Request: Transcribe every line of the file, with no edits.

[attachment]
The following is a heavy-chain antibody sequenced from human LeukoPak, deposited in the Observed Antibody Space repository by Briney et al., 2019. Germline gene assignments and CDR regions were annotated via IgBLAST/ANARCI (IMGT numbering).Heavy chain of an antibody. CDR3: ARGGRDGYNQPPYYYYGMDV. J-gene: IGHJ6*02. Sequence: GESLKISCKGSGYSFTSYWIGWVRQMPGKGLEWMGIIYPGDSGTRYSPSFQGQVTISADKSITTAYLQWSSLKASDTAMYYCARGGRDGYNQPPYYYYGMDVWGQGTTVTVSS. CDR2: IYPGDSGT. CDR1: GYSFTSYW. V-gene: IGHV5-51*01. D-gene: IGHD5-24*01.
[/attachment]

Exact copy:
The following is a heavy-chain antibody sequenced from human LeukoPak, deposited in the Observed Antibody Space repository by Briney et al., 2019. Germline gene assignments and CDR regions were annotated via IgBLAST/ANARCI (IMGT numbering).Heavy chain of an antibody. CDR3: ARGGRDGYNQPPYYYYGMDV. J-gene: IGHJ6*02. Sequence: GESLKISCKGSGYSFTSYWIGWVRQMPGKGLEWMGIIYPGDSGTRYSPSFQGQVTISADKSITTAYLQWSSLKASDTAMYYCARGGRDGYNQPPYYYYGMDVWGQGTTVTVSS. CDR2: IYPGDSGT. CDR1: GYSFTSYW. V-gene: IGHV5-51*01. D-gene: IGHD5-24*01.